New proposed General Education revision to reshape curriculum
Kelton Holsen, Staff Writer
A new proposal was released on Monday that detailed sweeping changes to the General Education requirements for Augsburg students. The proposal will go into effect in the fall of 2021 pending approval by Augsburg’s Faculty Senate. If passed, students who enter or have entered the University before then will have the option to change to the new requirements once they take effect.
According to Jacqueline DeVries, the revision contains “some things [that] look a little familiar” such as “an emphasis on skill development [and] … the liberal arts.” She says that the philosophy behind the revision is based on the pedagogy of experiential education. “Community-based learning is embedded in key pieces here,” says DeVries.
The proposal also seeks to find what DeVries describes as “the best practices surrounding classroom inclusivity … helping both faculty [and] students to understand themselves, the social positions that they occupy and how those social positions might be different from other students that they’re encountering.” One requirement of the new guidelines is that students take coursework that emphasizes inclusivity, which will be usually found within the Signature Curriculum and Global Awareness part of the new curriculum.
The most significant change to the General Education requirements under the new proposal is the new sequence of Signature Curriculum courses. Under the new proposal, students will usually take one Signature course during each year of study.
The first of these courses, AUG 101: Big Questions, would replace the Augsburg Seminar classes previously required for first-year students. According to the proposal, AUG 101 courses will be “cross-listed with disciplinary courses” and “are designed around ‘big questions’ and inquiry-based learning, develop students’ understanding of social identity and cultural difference and incorporate significant experiential or community-engaged components.”
The second Signature Curriculum course will be a religion course very similar to the first-year religion course currently taken by Augsburg students. Instead of following it up with a second religion course, however, students will follow it up with Living Ethically: Beliefs and Commitments in Public Life, a course that explores “the religious and/or nonreligious worldviews that shape ethical judgments on personal and social issues through case studies or applications within particular fields.” Like AUG 101, this course would have several options within different departments that fulfill the requirement.
Finally, students in their final year at Augsburg will take AUG 401: Designing the Future, a keystone course which DeVries describes as “an integrated, problem-based kind of course.” Keystones may be interdisciplinary or may be contained within a single major and will focus on a specific and complex goal: DeVries says that students in the course will “solve a problem, produce an exhibit, do a major project, a collaborative project with the community.”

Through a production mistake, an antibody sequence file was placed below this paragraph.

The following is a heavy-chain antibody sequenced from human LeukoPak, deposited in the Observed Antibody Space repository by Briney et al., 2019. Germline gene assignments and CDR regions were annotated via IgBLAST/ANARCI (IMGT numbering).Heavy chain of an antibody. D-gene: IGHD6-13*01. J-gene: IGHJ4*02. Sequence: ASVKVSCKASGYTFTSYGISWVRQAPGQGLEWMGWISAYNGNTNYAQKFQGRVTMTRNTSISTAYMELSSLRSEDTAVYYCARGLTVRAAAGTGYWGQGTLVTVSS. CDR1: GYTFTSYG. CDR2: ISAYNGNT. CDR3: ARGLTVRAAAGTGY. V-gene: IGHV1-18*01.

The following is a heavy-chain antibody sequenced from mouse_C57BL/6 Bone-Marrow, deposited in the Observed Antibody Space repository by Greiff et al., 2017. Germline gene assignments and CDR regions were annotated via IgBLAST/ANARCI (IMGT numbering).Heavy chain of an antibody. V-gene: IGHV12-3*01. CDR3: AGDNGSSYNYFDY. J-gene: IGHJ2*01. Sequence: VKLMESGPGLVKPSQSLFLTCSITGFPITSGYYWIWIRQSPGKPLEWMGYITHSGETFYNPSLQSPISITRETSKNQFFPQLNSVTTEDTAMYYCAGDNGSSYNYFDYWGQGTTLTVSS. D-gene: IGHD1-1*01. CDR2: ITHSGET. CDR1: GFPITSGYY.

“[The curriculum is] moving from questions to answers,” says DeVries. “By this point, you’re actually taking the skills and the knowledge that you have to do something real.”
The proposal also entails a slight redesign of Augsburg’s liberal arts requirements. While before students were required to take two Liberal Arts Foundation (LAF) courses in each of four areas as well as two semesters of a language and some physical education courses, the new proposal lays out eight LAAP (Liberal Arts Areas and Perspectives) disciplines in which students must complete at least one class. The LAAPs generally line up with the previous requirements, but they have descriptive names that reflect the skills that students will get out of them (such as “Communication and Expression”) and generally are more focused around a specific skill. The language requirement has also been changed to an “Intercultural and Global Awareness” requirement, which can be met with “two courses of language study,” “two courses that explore diversity in society and culture” or “an approved semester-long study abroad.”
Students will also be required to take one course that “emphasizes environmental sustainability,” which can be an LAAP course and/or part of a major or minor.
Not everything in the proposal is set in stone. One concern that was raised in early versions of the proposal was that it would have negative ramifications for transfer students, who make up a significant proportion of Augsburg’s population. To combat this, many of the Signature Curriculum requirements have been waived for transfer students with a significant amount of credit.
Another concern of the proposal was that it reduced the number of religion classes taken by Augsburg students, which the department of religion opposed. DeVries says that the new revision has met with approval from the religion department, who she says suggested the progression of a religion class followed by a class on ethics found in the proposal. “That’s one of the success stories,” says DeVries. The report also notes that many religion courses that are currently in the catalogue would count for the ethics requirement.
This article was originally published in the March 8, 2019 issue.